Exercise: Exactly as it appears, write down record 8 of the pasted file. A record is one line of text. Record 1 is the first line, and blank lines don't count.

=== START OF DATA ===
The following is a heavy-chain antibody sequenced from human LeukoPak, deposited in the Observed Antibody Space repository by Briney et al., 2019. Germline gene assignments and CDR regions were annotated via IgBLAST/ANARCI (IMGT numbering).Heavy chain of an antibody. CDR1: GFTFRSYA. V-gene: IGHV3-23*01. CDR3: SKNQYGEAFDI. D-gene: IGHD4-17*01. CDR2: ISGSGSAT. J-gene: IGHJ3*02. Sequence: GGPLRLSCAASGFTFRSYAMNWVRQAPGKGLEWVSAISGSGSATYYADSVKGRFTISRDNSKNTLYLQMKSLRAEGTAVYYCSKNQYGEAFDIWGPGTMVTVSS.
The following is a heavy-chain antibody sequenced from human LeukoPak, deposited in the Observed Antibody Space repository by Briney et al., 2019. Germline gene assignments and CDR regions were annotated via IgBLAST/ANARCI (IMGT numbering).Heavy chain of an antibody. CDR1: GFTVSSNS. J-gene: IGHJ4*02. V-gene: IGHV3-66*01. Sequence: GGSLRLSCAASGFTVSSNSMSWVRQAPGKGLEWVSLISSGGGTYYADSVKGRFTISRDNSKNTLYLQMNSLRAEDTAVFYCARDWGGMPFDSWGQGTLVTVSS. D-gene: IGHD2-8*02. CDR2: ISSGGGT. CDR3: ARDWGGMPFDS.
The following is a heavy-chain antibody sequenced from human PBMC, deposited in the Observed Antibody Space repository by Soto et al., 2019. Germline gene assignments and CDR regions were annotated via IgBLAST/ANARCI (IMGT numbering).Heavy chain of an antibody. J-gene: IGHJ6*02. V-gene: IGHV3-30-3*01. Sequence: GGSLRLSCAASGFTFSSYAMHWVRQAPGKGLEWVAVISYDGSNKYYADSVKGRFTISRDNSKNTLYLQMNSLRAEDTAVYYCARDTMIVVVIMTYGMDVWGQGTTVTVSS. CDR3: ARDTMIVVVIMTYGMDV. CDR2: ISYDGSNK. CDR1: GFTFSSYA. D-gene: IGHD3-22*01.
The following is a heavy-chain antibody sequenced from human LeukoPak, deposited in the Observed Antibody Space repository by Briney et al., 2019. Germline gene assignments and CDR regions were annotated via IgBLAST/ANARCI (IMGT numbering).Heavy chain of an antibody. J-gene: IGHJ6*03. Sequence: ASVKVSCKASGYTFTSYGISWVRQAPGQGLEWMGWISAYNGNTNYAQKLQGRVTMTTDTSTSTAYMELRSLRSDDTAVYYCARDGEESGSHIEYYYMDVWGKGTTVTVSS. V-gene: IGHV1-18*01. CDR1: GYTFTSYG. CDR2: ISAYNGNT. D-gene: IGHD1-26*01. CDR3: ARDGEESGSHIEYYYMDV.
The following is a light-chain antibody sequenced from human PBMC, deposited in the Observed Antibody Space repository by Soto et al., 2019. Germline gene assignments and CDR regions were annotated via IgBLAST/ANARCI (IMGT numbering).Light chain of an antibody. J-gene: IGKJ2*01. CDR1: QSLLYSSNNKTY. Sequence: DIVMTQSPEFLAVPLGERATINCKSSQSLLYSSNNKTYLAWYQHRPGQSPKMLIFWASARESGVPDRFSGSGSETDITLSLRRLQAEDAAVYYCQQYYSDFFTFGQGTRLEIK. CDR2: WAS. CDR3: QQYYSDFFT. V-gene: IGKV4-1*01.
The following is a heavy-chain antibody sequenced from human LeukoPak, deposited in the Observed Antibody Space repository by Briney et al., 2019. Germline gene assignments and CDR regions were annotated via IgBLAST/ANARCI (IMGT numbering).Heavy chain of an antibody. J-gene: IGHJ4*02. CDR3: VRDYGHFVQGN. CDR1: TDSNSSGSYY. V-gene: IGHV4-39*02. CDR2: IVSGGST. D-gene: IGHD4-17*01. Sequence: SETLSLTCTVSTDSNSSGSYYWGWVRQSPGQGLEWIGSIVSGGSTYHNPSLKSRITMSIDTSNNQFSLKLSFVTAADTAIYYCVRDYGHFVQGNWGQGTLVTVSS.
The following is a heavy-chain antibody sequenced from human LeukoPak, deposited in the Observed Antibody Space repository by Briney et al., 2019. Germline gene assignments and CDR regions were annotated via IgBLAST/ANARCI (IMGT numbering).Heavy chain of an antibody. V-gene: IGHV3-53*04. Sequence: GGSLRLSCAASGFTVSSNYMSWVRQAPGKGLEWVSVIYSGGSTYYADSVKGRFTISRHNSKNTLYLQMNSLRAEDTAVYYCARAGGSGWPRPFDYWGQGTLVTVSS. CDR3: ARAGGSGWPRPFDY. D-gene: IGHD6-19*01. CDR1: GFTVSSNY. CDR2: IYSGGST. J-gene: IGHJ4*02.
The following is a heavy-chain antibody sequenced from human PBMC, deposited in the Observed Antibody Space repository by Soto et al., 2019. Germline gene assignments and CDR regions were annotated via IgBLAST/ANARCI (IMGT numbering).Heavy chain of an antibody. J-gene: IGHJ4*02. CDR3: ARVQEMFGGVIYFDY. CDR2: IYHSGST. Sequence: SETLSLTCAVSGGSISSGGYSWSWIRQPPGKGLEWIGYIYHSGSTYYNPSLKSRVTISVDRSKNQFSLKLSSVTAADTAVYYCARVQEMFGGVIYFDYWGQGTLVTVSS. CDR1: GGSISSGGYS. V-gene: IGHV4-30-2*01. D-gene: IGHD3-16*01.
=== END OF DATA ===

The following is a heavy-chain antibody sequenced from human PBMC, deposited in the Observed Antibody Space repository by Soto et al., 2019. Germline gene assignments and CDR regions were annotated via IgBLAST/ANARCI (IMGT numbering).Heavy chain of an antibody. J-gene: IGHJ4*02. CDR3: ARVQEMFGGVIYFDY. CDR2: IYHSGST. Sequence: SETLSLTCAVSGGSISSGGYSWSWIRQPPGKGLEWIGYIYHSGSTYYNPSLKSRVTISVDRSKNQFSLKLSSVTAADTAVYYCARVQEMFGGVIYFDYWGQGTLVTVSS. CDR1: GGSISSGGYS. V-gene: IGHV4-30-2*01. D-gene: IGHD3-16*01.